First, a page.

we wish to determine by means of observables dark energy given the data. By inferring EM 4 Only in this Section we will use the notation ∆c rather than ∆ to explic.g.z 4 . in our Bayes factor calculation we Eckert et al. other definitions of ’virial’ radii hinge on the aver- age matter density of the Universe. non-flat geometry etc.z = 18π 2 + 82(Ωz − 1) − 39(Ωz − 1)2 (8) to consider the evolution with z of the physical properties. with a redshift-dependent or constant overdensity.z Ωz (Lau et al. N-body simulations indicate that the dependency of the over- caution. where the X-ray signal can be measured reliably. Finally. 2011. boundaries. the standard of the large scale structure formation (Kravtsov & Borgani 2012. verse ρc.g.g. This cluster boundary definition is conventional and 3) a constant overdensity ∆m with respect to the average matter it is borne out of the spherical top-hat model for non-linear col. of the ICM of our population of clus- Thus. physical boundaries. This generalization of the parameter ∆c. since it is close to the value 18π 2 for the critical Einstein-de Sitter (EdS) cosmological model (with In general.g. We arbitrarily rescaled MNRAS 000. since we do not particular. this overdensity has also a dependence on the cosmology and redshift through the parameter different definitions of cluster boundary: Ωz = Ωm (1 + z)3 /Ez2 . The fiducial radius of a cluster is thus defined as the radius of a sphere enclos- that clusters are identical objects when renormalized by their mass or temperature.. virialization region (Vikhlinin et al.g. strictly speaking. or even distinct. However. while one would like to define that boundary so as to Here we are interested to compare three definitions of bound- maximize the simplicity of the relationships between cluster mass ary radius. Planck Collaboration et al. 2013). factor K ∼ 288 with respect to a non-flat ΛCDM model.z .2 Boundary radius definition ρm. namely the scaled emission measure. 2006. the relations presented in chooses to define a clusters outer boundary. (∆ = {∆c.z for ies of the cosmology.z and ∆m . 2015).z /∆c ) . However. the question arises whether the general- model including e. ΛCDM models: Here we propose to use self-similarity to discriminate which of the definition of cluster boundary is more tenable.14 Morandi & Sun evidence ratios. dropping the subscript ’c’. and the consistent with zero and poorly correlated with the other parame. recover the definition of ’virial’ radius R∆ (which enters in Equa- itly indicate an overdensity with respect to the critical density. Thus.z g (x) ∝ T −1/2 fgas EM X −2 −3+(1−6β) fz Da1−6β (9) can only be calculated by numerically integrating the equations of 1/2 motion for the spherical top-hat collapse in a ΛCDM cosmology. 000–000 (0000) . the ΛCDM cosmology is more supported. which are not captured by the spherical top- spectrum of adiabatic scalar perturbations. z)3/2 } for the aforementioned overdensities ∆c . ∆c = 500 (fixed overdensity) has been used in the anal- require any bound for this parameter.1 we described the self-similar model. we fixed δ = 0 and we combined all the data sets and priors. 2012). for the sake of simplicity a toy model depicting the evolution of the boundary radius R∆ in the notation. Since cluster’s mass and all the relations link- ing the mass to other observable quantities depend on how one lations (Jenkins et al. a robust definition of §2. and rescaled according to a certain radius (e. The idea is ∆c. ing an average matter density equal to a reference overdensity ∆m R200 ) with respect to the reference background density of the Uni. density of the Universe. and thus In the literature ρc. ization of the parameter ∆c. we verified that this parameter is substantially a nuisance. (1 + with the assumption that the baryonic matter follows the dark mat. being volumes. (1998) provided fitting formulae for ∆c.g. In Figure 7 we present use ∆ (e.∆c. Using ρm. Thus.z has been widely used to define cluster the latter is strongly disproved. what is the best definition of cluster boundary. 6. For exam- Therefore.g. times an average background density ρm. depending on Ωm and w = w(z). can expect that the ICM in galaxy clusters features some hydro- Finally. e. which is independent of other In §2. The ΛCDM model shows a Bayes responds to fz ≡ Ez (see below Equation 9).z . Elsewhere we tion 9) which better preserves self-similarity. The expansion history factor fz = {Ez . our quantitative Bayes factor calculation merits some ple. the relations presented in §2. rather than that critical. However. re- ter and neglecting effects of hydrodynamics in structure formation. 2008). 2004). Ultimately. Thus.z = ρc. Simionescu et al.z with respect to the crit- total density is ∆c = 200 times the critical density of the Uni. dynamic dark energy. 2001). 2012.z /∆)1/2 (see also showing a Bayes factor K ∼ 7(13) with respect to the alternative Ettori et al. Ez (∆c. ters (see Figures 4 and 6). the Hubble parameter. clusters formed from hierarchical clustering 1) a constant overdensity ∆c with respect to the critical density do not possess unique. While the exact Bayes factor yses of Chandra and XMM-Newton X-ray observations of galaxy calculation may slightly depend on the allowed range of values of clusters. namely based on: and other observables. ’virial’ radius is clearly important. as well as an highly non-spherical topology of the dark energy parameter w) with respect to e.z in Equation 8 is a nuisance. which captures a redshift-dependent overden- model wCDM (wz CDM ) (for the scale for the interpretation of sity parameter ∆c. and we underscored cosmological parameters.g. we can rewrite Equation 3 and highlight the de- pendency of EM g (x) on the cosmological parameters with these Ωm = 1). and the angular diameter distance Da are thus the prox- Eke et al. ical density of the Universe. In this case. evidence of non-constant (w 6= −1) or time-evolving (w = w(z)) 2008).z to define DM halos also leads to universal mass function in N-body simu- verse (Kaiser 1986). or any extension of this hat collapse model. The special case of constant overdensity cor- K see Kass & Raftery 1995). replacing Ez with the term fz ≡ Ez (∆c.z . baseline model defines R200 as the radius within which the mean 2) a redshift-dependent overdensity ∆c. we caution the reader that our analysis can constrain dynamic modifications compared to the gravity-dominated scale- only a small subset of parameters (e. In Note that the prior on δ is non-informative.1 can be generalized by ters by rescaling with respect to various definitions of boundary g (x) (x = R/R∆ ) at different z. Evrard et al. spatially-flat six-parameter ΛCDM cosmology with a power-law Böhringer et al. although semi-quantitatively we emphasize that there is no density parameter on the redshift can be neglected (Evrard et al. we can radius. e. spectively. matter density and EoS free DM distribution. lapse (e. since it corresponds to the transition between the inner δ.1 can be generalized by setting fz ≡ (1 + z)3/2 and replacing Ez with fz . ∆m }) renormalized by R200c . ∆ = 200). Our of the Universe.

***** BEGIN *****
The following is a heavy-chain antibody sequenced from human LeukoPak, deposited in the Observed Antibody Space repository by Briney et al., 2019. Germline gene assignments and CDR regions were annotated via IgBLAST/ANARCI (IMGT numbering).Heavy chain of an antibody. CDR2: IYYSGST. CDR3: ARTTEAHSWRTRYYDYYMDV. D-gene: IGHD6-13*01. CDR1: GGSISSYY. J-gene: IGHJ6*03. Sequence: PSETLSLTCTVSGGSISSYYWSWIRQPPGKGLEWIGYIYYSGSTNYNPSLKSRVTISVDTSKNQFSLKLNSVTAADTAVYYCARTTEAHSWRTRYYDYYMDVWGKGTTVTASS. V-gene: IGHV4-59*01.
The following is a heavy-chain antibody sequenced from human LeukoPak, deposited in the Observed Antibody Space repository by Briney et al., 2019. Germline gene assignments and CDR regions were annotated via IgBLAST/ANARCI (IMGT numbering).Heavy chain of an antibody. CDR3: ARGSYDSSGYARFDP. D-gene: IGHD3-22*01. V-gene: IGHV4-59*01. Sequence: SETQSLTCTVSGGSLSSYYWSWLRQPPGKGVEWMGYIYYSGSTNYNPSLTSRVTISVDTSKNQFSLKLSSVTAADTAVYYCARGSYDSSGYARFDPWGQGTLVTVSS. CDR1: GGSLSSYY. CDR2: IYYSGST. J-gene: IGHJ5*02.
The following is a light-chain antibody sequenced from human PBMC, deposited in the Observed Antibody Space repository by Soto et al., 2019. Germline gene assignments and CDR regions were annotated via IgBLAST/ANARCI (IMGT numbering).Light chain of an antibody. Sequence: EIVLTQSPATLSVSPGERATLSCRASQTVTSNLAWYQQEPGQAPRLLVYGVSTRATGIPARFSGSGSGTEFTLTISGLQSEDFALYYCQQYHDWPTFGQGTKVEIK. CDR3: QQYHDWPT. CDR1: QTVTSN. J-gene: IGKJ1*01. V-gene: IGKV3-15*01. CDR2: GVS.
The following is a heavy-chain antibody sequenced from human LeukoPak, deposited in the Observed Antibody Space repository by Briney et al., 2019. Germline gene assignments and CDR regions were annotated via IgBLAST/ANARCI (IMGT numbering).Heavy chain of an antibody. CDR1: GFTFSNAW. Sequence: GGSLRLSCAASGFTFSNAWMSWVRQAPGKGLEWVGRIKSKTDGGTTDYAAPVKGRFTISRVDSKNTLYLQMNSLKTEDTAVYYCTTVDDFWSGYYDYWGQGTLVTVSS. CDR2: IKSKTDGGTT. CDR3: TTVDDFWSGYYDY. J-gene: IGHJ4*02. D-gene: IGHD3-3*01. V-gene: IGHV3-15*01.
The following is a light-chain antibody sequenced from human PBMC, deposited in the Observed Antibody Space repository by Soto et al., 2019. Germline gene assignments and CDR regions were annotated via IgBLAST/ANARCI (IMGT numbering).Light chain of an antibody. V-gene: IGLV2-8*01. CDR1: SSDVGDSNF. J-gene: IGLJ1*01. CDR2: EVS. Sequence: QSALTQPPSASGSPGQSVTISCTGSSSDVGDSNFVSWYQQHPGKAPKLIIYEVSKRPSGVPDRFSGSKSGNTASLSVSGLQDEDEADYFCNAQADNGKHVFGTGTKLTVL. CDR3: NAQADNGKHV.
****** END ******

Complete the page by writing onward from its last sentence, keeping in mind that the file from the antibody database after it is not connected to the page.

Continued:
simplified toy-method to validate our cosmological analysis (§7. thus introducing unphysical substructures. As for ∆ = ∆m . we caution the reader that those findings are cosmological-dependent given the assumed cosmological model. The effect is larger for ∆ = ∆m and moving towards the outer vol. In other words. files holds out to 3 × R500c ∼ 1. (2012). we are able to constrain ICM profiles out to R100c . Planck Collaboration et al. given the low signal-to-noise in the high-z sources departures from self-similarity. outlier measurements and selection effects. lowering the value of the Bayesian evidence. However.25). As we can see. Lau et al. following the In this respect. we caution the reader that R∆ in such a way R∆ /R200c = 1 at z = 0.2). while it breaks if we introduce the alternative definition of boundary radius (R∆m ). Finally. Moreover. Probing dark energy via galaxy cluster outskirts 15 by combining all the data sets and priors (for the scale for the in- terpretation of K see Kass & Raftery 1995). By rescaling the profile by may lead to higher emission measure. We start by presenting a as previously discussed (§2. we observe that EM g at high-z is ∼ 3 − 4 Figure 7. for an as- ary radius R∆ shows larger values for the high-z cluster popula. 2015) in- evolution of this ratio with redshift. which stems from the lower stacked signal. our previous results (Morandi et al. and study the evolution of EMg (R/R∆m ) vs EM g (R/R200c ) with z in the outer volumes (R > ∼ R200c ). We arbitrarily rescaled R∆ in such at ∼ 6σ statistical significance level. 000–000 (0000) . (2015) found that the self- similarity of the outer ICM profiles is better preserved if they are normalized with respect to the mean density of the Universe. in agreement with the present umes due to the steeper emission measure profiles. while the inner profiles are more self-similar when normalized us- ing the critical density. with K ∼ 2×102 of the gas distribution and cosmic filaments (§7. which is an alter- by considering the two cases ∆ = ∆c.2) describing the scaled emission mea. 2015).3). which is statistically disproved {∆c. Böhringer et al. In order to determine which definition of boundary radius bet. thus it is still tion of this ratio with redshift. We point out that we cannot apply the previous Bayesian inference to this case. a way that R∆ /R200c = 1 at z = 0 and for Ωm = 0. we discuss the impact of inhomogeneities by our data with respect to the alternative model. (2008). we con- firmed our previous findings that self-similarity is very well pre- served with respect to a fixed critical overdensity. (Lau & Nagai. We then discuss the impact of outlier measurements by discussing ter preserves similarity of the profiles we calculate the Bayes factor the results via a Bagging-MCMC analysis (§7.1). Moreover. redshifts. By propagating all the uncertainties related to statistical+systematic measurement errors (Morandi et al. due to biases in the recovered physical parameters.z ) would bias downwards the estimate of Ωm (∼ 0. personal communication).4). Clearly this value of Ωm is also in tension with the Planck cosmology. we should observe a break of it if we intro- duce other definitions of ’virial’ radii. similarity of the shapes of the pressure pro- tion. 2015) and to the cosmological parameters. dicate that filaments can contribute significantly to the emission at g ∆ /R200c ) (renormalized in such a way that it is equal to unity sure EM(R large radii.z and ∆ = ∆c in deriving native method with respect to the standard MCMC analysis previ- g (x) at various redshifts. In this Section we tackle the impact of systematics in our analysis Ultimately. MNRAS 000. The emission measure profiles have been scaled according to z via the method we employed (see Morandi et al. thus introducing unphysical departures from self-similarity. independent SZ analyses suggest that.z . In the latter case. that is we are probing progressively more better preserved if cluster observables are normalized with respect internal regions (with respect to R200c ) as we are moving to higher to the mean density of the Universe. Filaments could be more difficult to remove at high- at z = 0). analysis. the models (∆ = ∆m and ∆ = ∆200c ) being not independent and overlapping out to large radii (out to ∼ R500c − R200c ). Thus.3. The ensuing (rescaled) emission measure at the bound. Upper panel: evolution of the boundary radius R∆ (∆ = larger than the local cluster values. this ratio is smaller possible that beyond our boundary radius the self-similarity might than the unity at high-z. we would like to disentangle the evolution of the cos. A simpler approach is to re- peat the exercise presented in the toy model of Figure 7 for real data. and we confirmed the aforementioned results but at smaller statistical significance (∼ 3σ). larger EM While we proved in our previous work (Morandi et al. following the evolu. We thus repeat the analy- sis by masking the filaments. which the standard self-similar model (Equation 3). the presence of mic expansion history from the evolution of the baryon properties. ∆m }) renormalized by R200c . the ensuing emission measure at the boundary radius R∆ shows tribute to observed biases if we do not properly remove undetected larger values for the high-z cluster population. Lower panel: toy model (a β-model profile with slopes β = 2/3 and 1. 2015) that self-similarity is very well preserved in a framework where 7 ANALYSIS OF THE SYSTEMATICS ∆ = ∆c . the use of this alternative definition of boundary radius (∆ = ∆c. Similar conclusions have been drawn by Evrard et al. if self-similarity of the X-ray observables holds by rescaling them with respect to R200c . 2013). 2010.5R100c (Plagge et al. ∆ = ∆c is strongly supported EM ously discussed. with high-z clusters having g (x) with respect to the low-z population. Subclumps could also con- R200c . sumed cosmology.